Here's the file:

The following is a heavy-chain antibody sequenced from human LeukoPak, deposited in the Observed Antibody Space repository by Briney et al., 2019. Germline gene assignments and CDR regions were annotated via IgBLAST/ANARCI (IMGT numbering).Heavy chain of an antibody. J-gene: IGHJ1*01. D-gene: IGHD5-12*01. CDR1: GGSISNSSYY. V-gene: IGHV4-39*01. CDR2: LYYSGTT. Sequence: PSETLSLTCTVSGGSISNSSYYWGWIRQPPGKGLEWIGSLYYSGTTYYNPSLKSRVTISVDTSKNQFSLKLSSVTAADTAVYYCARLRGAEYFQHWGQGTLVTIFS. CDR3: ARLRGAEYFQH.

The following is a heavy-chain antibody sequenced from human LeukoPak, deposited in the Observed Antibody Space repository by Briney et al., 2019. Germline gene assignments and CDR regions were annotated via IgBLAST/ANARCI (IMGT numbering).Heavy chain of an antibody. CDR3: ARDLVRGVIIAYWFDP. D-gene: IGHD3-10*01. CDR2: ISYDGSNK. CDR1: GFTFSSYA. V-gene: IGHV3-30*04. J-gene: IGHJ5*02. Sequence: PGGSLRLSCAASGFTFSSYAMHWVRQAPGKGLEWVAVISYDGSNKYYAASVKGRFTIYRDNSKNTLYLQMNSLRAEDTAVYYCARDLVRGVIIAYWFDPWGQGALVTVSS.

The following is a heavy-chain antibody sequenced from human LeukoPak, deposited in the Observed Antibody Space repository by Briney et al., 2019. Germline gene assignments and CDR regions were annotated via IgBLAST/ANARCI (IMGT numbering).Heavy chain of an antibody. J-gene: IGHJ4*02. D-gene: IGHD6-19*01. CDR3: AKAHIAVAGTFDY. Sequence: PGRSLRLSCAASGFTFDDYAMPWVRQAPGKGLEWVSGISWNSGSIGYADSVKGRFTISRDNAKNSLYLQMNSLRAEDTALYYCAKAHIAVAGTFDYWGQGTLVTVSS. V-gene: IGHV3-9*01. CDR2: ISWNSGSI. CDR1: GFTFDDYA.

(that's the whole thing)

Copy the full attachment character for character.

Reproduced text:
The following is a heavy-chain antibody sequenced from human LeukoPak, deposited in the Observed Antibody Space repository by Briney et al., 2019. Germline gene assignments and CDR regions were annotated via IgBLAST/ANARCI (IMGT numbering).Heavy chain of an antibody. J-gene: IGHJ1*01. D-gene: IGHD5-12*01. CDR1: GGSISNSSYY. V-gene: IGHV4-39*01. CDR2: LYYSGTT. Sequence: PSETLSLTCTVSGGSISNSSYYWGWIRQPPGKGLEWIGSLYYSGTTYYNPSLKSRVTISVDTSKNQFSLKLSSVTAADTAVYYCARLRGAEYFQHWGQGTLVTIFS. CDR3: ARLRGAEYFQH.

The following is a heavy-chain antibody sequenced from human LeukoPak, deposited in the Observed Antibody Space repository by Briney et al., 2019. Germline gene assignments and CDR regions were annotated via IgBLAST/ANARCI (IMGT numbering).Heavy chain of an antibody. CDR3: ARDLVRGVIIAYWFDP. D-gene: IGHD3-10*01. CDR2: ISYDGSNK. CDR1: GFTFSSYA. V-gene: IGHV3-30*04. J-gene: IGHJ5*02. Sequence: PGGSLRLSCAASGFTFSSYAMHWVRQAPGKGLEWVAVISYDGSNKYYAASVKGRFTIYRDNSKNTLYLQMNSLRAEDTAVYYCARDLVRGVIIAYWFDPWGQGALVTVSS.

The following is a heavy-chain antibody sequenced from human LeukoPak, deposited in the Observed Antibody Space repository by Briney et al., 2019. Germline gene assignments and CDR regions were annotated via IgBLAST/ANARCI (IMGT numbering).Heavy chain of an antibody. J-gene: IGHJ4*02. D-gene: IGHD6-19*01. CDR3: AKAHIAVAGTFDY. Sequence: PGRSLRLSCAASGFTFDDYAMPWVRQAPGKGLEWVSGISWNSGSIGYADSVKGRFTISRDNAKNSLYLQMNSLRAEDTALYYCAKAHIAVAGTFDYWGQGTLVTVSS. V-gene: IGHV3-9*01. CDR2: ISWNSGSI. CDR1: GFTFDDYA.